This is not so unusual for me with my hobbies. I’m betting I spent the same amount of time on my previous hobby per week by the end of it. Ever since I finished graduate school and have not had to work evenings and weekends quite as much, I have pursued all my hobbies with great intensity. WoW is a brilliant means of escape for me, a way to turn off all the worries about work once I get home. I’d been thinking about this all morning as I considered my total play time for the week, and so Tobold‘s excellent post today about gaming as an addiction completely resonated with me. And why do I play so much?

Clearly, WoW fulfills some need. It’s not just about diversion either, as there are many other interesting diversions available. (I love to read, for example, and my apartment has brimming bookshelves covering every available wall. Every night after WoW, I stay up and read for a bit.) I think it’s about the many small, achievable goals that the game has to offer. That is what makes it so addictive for me. My job is very goal-oriented in the day to day, though very often, the goals are not achievable, so time spent is just time spent. It is the nature of doing research; 90% of what we do simply does not pan out. In WoW, if you put forth the effort and spend the time, 90% of the time it will pan out and the goals will be achieved. The other 10% is waiting for that one piece of phat lewt. I know some players get really hung up on that 10%, but compared to my real life work, the work I do in WoW is eminently doable, and thus overall very satisfying. There are very few truly phat lewtz that ever drop for most of us in the world of research. So, 40 hours of achieving goals to match my 40 hours of troubleshooting and chasing down goals just missed.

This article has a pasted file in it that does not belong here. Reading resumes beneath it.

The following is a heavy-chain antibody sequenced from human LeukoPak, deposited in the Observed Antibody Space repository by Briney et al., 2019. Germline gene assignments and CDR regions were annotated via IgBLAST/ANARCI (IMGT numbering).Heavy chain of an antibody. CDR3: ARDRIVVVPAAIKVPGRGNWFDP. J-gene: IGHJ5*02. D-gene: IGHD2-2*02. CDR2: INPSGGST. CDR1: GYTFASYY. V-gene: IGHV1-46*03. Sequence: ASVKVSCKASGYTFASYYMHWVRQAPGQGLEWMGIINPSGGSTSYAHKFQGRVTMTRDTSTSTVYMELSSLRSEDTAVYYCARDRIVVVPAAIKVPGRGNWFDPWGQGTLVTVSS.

And speaking of, I’d better go look at my quest log for work… 😛


2 responses

  1. I would say the individuals lifestyle is a heavy contributer to how often they play WoW. Married people with non-Wow spouses will play far less than singles (if they want to stay married anyway). I’m going to guess that dual WoW couples wind up somewhere in the middle.

    If I were in college again, and single, I can’t imagine how many hours I would put into the game.

  2. Oh man, I’d have been in big trouble if I discovered this game while I was still in school. Diablo II was bad enough, but WoW almost certainly would have been worse.

    It’s true — we do get a lot of extra game time since it’s a hobby we share. I shudder to think of how much more I would play if I were single. I’d almost certainly be burning the midnight oil every night, and sitting at my desk like a zombie the next day at work.